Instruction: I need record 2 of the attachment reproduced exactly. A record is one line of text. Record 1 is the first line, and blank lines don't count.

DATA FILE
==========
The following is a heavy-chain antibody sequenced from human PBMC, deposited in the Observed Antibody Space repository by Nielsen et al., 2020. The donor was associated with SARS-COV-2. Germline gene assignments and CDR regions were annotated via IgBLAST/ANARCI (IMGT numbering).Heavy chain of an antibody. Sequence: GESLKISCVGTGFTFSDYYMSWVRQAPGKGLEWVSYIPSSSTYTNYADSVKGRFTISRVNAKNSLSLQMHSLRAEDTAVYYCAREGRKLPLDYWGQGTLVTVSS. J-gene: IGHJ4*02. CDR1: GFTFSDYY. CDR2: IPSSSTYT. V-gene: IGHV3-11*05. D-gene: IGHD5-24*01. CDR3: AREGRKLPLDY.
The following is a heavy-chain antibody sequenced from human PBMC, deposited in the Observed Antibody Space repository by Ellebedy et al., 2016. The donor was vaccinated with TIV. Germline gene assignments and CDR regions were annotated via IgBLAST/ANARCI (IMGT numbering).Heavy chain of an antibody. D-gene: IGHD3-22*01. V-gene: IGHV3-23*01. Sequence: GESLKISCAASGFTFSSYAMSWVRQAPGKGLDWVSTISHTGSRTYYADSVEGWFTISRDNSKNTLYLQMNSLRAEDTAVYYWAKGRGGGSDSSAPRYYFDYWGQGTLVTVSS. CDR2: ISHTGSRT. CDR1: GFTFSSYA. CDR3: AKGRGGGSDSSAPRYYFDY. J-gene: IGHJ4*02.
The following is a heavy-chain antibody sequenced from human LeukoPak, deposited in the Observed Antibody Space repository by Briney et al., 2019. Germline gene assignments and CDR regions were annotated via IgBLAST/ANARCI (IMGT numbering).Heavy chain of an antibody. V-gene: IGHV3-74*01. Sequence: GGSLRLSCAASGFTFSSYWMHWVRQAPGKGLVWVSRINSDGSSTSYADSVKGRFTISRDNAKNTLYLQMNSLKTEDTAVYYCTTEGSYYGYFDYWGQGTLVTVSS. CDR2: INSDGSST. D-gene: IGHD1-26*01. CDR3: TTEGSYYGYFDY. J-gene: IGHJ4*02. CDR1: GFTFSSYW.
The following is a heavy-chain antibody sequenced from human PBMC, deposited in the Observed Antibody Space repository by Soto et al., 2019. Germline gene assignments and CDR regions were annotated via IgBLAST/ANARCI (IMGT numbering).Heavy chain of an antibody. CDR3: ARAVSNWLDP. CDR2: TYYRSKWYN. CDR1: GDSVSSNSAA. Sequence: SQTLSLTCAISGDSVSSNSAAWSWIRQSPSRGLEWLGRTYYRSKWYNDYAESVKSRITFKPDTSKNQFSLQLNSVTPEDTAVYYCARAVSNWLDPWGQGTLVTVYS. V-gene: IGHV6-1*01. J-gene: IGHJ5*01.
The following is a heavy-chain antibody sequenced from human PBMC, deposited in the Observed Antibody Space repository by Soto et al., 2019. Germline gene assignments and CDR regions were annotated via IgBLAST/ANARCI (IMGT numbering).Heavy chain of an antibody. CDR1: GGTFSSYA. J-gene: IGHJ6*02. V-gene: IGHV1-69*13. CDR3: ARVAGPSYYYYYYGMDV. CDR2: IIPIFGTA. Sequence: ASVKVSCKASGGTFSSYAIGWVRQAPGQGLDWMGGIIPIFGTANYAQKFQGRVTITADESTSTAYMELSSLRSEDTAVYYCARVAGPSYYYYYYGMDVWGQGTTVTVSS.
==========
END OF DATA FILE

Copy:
The following is a heavy-chain antibody sequenced from human PBMC, deposited in the Observed Antibody Space repository by Ellebedy et al., 2016. The donor was vaccinated with TIV. Germline gene assignments and CDR regions were annotated via IgBLAST/ANARCI (IMGT numbering).Heavy chain of an antibody. D-gene: IGHD3-22*01. V-gene: IGHV3-23*01. Sequence: GESLKISCAASGFTFSSYAMSWVRQAPGKGLDWVSTISHTGSRTYYADSVEGWFTISRDNSKNTLYLQMNSLRAEDTAVYYWAKGRGGGSDSSAPRYYFDYWGQGTLVTVSS. CDR2: ISHTGSRT. CDR1: GFTFSSYA. CDR3: AKGRGGGSDSSAPRYYFDY. J-gene: IGHJ4*02.